In his effort to prove that our inherited sinful nature is the same as sin itself, Whidden repeatedly cites one of the most commonly distorted Ellen White statements in the current Adventist salvation controversy, from Selected Messages, book 1, page 344 (see also FW 23, 24; Whidden cites this on pages 23, 24, 64, 65, 88, 89). In these statements Ellen White says the words and deeds even of true believers are so defiled by


their corrupt human channels that they need purification by Christ's blood. Whidden implies that this is a forensic purification thrown over our actions as soon as they arrive in the heavenly sanctuary, since original sin has supposedly polluted even sanctified behavior.  

But other Ellen White statements using the same or similar language as Selected Messages, book 1, page 344, make it clear that this is not a forensic purification applied to the books of heaven, but an internal purification directed from heaven but taking place in the heart and life. She states that "man's obedience can be made perfect only by the incense of Christ's righteousness, which fills with divine fragrance every act of obedience" (AA 532; italics supplied; see also 7BC 909; ChS 263; IHP 72).

Quite obviously, the process here described is not forensic, but internal. Our prayers and praise and obedience ascend through the corrupt channels of our fallen natures to the heavenly sanctuary, but it is while they ascend through those channels-not when they get to heaven that they receive purification.

Twice Whidden asks whether Jesus could be our saving, sacrificial substitute and still be called "depraved," corrupt, and be characterized as having natural propensities and tendencies to sin-a "bent" to evil (p. 22; see also pp. 87, 88). Whidden firmly answers no! (pp. 22, 89). But Ellen White firmly answers yes (Ms. 73, 1892; ST, Apr. 9, 1896; Oct. 17, 1900; 4BC 1147). Such tendencies and passions remained confined to His lower, fleshly nature, which of itself is incapable of sin (AH 127). He never permitted the lower passions and propensities to possess His higher nature. And the glorious truth of Scripture and Ellen White, enshrined at the heart of classic Adventism, is that through His power the fleshly nature may be subdued in us, as it was in Him (Rom. 8:3, 4), and His sinless life reproduced in ours. In closing:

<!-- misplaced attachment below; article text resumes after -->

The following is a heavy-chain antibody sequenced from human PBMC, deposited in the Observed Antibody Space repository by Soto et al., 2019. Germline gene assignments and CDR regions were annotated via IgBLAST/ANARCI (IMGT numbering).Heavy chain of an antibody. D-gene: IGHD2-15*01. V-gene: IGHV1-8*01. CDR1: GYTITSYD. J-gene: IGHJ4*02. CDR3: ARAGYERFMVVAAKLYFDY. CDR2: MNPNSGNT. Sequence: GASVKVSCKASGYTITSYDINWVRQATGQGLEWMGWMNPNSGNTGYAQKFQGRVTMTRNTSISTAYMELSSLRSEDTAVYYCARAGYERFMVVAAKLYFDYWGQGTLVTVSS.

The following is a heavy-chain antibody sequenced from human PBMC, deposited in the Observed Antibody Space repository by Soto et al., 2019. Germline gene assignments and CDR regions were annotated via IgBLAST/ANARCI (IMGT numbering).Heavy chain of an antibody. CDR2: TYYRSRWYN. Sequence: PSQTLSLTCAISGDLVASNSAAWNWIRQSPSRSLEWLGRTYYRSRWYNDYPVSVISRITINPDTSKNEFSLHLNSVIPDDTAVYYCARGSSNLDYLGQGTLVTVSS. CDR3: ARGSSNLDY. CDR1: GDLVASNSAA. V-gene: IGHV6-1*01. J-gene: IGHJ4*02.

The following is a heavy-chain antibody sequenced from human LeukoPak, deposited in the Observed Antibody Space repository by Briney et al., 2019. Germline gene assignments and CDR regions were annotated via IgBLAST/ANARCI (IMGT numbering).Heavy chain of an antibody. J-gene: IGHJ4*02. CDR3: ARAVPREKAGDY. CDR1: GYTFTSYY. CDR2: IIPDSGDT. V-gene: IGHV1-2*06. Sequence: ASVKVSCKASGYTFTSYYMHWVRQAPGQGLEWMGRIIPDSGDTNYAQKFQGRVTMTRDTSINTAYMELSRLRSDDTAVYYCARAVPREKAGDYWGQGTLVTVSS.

"The Saviour is wounded afresh and put to open shame when His people pay no need to His word. He came to this world and lived a sinless life, that in His power His people might also live lives of sinlessness" (RH, April 1, 1902).


Reply to Paulson

Kevin Paulson has raised a very important issue in his proposed distinction between the "lower and higher natures" of Christ. His interpretation clearly maintains that Christ had a "lower" nature that included "perverted desires." He claims that it is "utterly impossible ... to explain away" the statements I cite as referring only to "normal human desires." I, however, find his interpretation hanging on a very thin thread of evidence.

I must confess that part of the problem with one of Paulson's key pieces of evidence is how I originally cited the statement from manuscript 73, 1892, in Appendix B of the original manuscript draft of this book. When I found a copy of the original manuscript 73, 1892, in its full context, I discovered the following:

The first part of the statement that speaks of a "hasty spirit," giving "utterance to passionate words and foolish talk," and bringing "from the treasure of the heart evil things" (1) is not explicitly applied to Christ and (2) is separated contextually by more than a page from the statement that declares that Christ "had all the strength and passion of humanity." When we read these statements in the context of the total flow of the manuscript, it is certainly stretching it to imply (and it is only an implication) that Jesus had "the spirit of hastiness, foolishness, [and] evil things concealed in the treasure of the heart."1
Paulson's second piece of evidence, taken from Signs of the Times, April 9, 1896, is a bit more persuasive; but once again, his interpretation is also only an implication. The statement is not explicit in declaring that Jesus possessed "passions like those of humanity" (and Paulson implies that Christ's passions were just "like" or exactly identical to ours). Furthermore, if I used the same interpretive method for this passage as Paulson does, I could imply that Jesus' passions made Him "wayward." Now, I do not impute this interpretation to Paulson, since we both know that there are too many Ellen White statements denying that Jesus was in any instance "wayward." All I am suggesting is that Ellen White also has some clear statements that reject the idea that Jesus' passions were just like or exactly identical to ours—as Paulson wants to suggest by implication from the passage in question.


The manner in which Paulson (or anyone, myself included) draws implications about the nature of Christ needs to be employed very judiciously, and we must take the whole of what Ellen White says into account. This is especially necessary in interpreting the statement in question. In other more explicit statements she declared that "it is not correct to say, as many writers have said, that Christ was like all children. He was not like all children." In the same paragraph she then went on to say that "His inclination to right was a constant gratification to His parents." Three paragraphs later she said that "no one, looking upon the childlike countenance, shining with animation, could say that Christ was just like other children" (YI, Sept. 8, 1898).